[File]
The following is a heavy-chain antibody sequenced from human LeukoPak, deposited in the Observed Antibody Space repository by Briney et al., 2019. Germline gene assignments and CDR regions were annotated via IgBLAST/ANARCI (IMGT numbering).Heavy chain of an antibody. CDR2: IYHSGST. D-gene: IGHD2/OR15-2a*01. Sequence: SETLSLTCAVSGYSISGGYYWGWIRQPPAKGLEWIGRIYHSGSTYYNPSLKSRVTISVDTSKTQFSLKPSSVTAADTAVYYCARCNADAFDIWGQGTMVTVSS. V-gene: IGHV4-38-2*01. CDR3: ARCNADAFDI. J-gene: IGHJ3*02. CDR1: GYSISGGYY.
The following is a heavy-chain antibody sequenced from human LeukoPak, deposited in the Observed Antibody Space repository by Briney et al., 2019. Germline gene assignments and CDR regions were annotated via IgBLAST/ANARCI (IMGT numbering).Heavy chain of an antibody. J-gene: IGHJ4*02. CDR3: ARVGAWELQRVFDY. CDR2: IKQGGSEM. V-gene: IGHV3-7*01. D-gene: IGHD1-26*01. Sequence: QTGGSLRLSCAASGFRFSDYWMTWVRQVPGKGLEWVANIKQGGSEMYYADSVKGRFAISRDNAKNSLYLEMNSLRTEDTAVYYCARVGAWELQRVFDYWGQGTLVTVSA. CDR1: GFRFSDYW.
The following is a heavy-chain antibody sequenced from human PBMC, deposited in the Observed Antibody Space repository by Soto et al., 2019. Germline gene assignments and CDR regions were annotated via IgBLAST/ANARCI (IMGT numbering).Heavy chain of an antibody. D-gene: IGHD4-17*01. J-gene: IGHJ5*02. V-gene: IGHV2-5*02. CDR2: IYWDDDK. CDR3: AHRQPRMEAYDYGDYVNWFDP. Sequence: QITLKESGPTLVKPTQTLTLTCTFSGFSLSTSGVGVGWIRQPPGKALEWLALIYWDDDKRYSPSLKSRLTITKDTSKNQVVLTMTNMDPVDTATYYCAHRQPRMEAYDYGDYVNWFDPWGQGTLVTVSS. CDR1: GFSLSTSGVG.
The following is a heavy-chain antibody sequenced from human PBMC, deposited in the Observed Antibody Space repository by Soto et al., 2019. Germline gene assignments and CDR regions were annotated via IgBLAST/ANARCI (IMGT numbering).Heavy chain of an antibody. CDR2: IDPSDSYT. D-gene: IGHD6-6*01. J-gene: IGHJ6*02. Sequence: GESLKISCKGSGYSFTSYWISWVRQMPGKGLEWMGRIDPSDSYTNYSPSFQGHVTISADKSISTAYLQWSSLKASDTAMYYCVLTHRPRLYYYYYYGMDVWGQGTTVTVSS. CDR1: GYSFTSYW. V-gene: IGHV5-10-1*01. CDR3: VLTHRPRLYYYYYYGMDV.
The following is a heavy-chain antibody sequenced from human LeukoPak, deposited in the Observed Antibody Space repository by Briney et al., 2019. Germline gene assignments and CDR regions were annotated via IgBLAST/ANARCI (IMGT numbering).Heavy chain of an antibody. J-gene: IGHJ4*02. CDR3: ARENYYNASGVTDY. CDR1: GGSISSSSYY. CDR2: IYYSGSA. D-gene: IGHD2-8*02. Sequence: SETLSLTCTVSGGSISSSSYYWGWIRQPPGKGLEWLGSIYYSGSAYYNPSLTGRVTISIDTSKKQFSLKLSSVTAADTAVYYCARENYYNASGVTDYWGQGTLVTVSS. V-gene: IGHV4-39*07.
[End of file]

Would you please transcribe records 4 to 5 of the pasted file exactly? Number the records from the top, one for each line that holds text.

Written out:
The following is a heavy-chain antibody sequenced from human PBMC, deposited in the Observed Antibody Space repository by Soto et al., 2019. Germline gene assignments and CDR regions were annotated via IgBLAST/ANARCI (IMGT numbering).Heavy chain of an antibody. CDR2: IDPSDSYT. D-gene: IGHD6-6*01. J-gene: IGHJ6*02. Sequence: GESLKISCKGSGYSFTSYWISWVRQMPGKGLEWMGRIDPSDSYTNYSPSFQGHVTISADKSISTAYLQWSSLKASDTAMYYCVLTHRPRLYYYYYYGMDVWGQGTTVTVSS. CDR1: GYSFTSYW. V-gene: IGHV5-10-1*01. CDR3: VLTHRPRLYYYYYYGMDV.
The following is a heavy-chain antibody sequenced from human LeukoPak, deposited in the Observed Antibody Space repository by Briney et al., 2019. Germline gene assignments and CDR regions were annotated via IgBLAST/ANARCI (IMGT numbering).Heavy chain of an antibody. J-gene: IGHJ4*02. CDR3: ARENYYNASGVTDY. CDR1: GGSISSSSYY. CDR2: IYYSGSA. D-gene: IGHD2-8*02. Sequence: SETLSLTCTVSGGSISSSSYYWGWIRQPPGKGLEWLGSIYYSGSAYYNPSLTGRVTISIDTSKKQFSLKLSSVTAADTAVYYCARENYYNASGVTDYWGQGTLVTVSS. V-gene: IGHV4-39*07.